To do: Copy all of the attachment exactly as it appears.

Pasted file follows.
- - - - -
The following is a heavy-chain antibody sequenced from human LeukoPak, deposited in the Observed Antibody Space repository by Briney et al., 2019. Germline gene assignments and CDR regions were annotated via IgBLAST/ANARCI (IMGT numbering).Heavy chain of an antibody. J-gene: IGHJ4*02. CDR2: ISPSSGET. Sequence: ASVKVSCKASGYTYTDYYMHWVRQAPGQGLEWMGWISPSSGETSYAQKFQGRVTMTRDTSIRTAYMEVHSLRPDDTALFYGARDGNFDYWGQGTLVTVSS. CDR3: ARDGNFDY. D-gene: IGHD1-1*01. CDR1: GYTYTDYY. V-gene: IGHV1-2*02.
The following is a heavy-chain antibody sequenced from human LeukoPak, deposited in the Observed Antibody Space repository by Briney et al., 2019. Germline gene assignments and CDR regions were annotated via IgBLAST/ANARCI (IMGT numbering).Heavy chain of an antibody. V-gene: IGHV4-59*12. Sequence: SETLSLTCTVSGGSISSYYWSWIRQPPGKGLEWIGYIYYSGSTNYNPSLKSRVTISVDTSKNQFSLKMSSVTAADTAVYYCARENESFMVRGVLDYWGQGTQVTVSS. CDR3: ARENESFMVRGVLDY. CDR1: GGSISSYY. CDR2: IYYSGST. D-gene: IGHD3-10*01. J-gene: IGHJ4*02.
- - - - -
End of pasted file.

The following is a heavy-chain antibody sequenced from human LeukoPak, deposited in the Observed Antibody Space repository by Briney et al., 2019. Germline gene assignments and CDR regions were annotated via IgBLAST/ANARCI (IMGT numbering).Heavy chain of an antibody. J-gene: IGHJ4*02. CDR2: ISPSSGET. Sequence: ASVKVSCKASGYTYTDYYMHWVRQAPGQGLEWMGWISPSSGETSYAQKFQGRVTMTRDTSIRTAYMEVHSLRPDDTALFYGARDGNFDYWGQGTLVTVSS. CDR3: ARDGNFDY. D-gene: IGHD1-1*01. CDR1: GYTYTDYY. V-gene: IGHV1-2*02.
The following is a heavy-chain antibody sequenced from human LeukoPak, deposited in the Observed Antibody Space repository by Briney et al., 2019. Germline gene assignments and CDR regions were annotated via IgBLAST/ANARCI (IMGT numbering).Heavy chain of an antibody. V-gene: IGHV4-59*12. Sequence: SETLSLTCTVSGGSISSYYWSWIRQPPGKGLEWIGYIYYSGSTNYNPSLKSRVTISVDTSKNQFSLKMSSVTAADTAVYYCARENESFMVRGVLDYWGQGTQVTVSS. CDR3: ARENESFMVRGVLDY. CDR1: GGSISSYY. CDR2: IYYSGST. D-gene: IGHD3-10*01. J-gene: IGHJ4*02.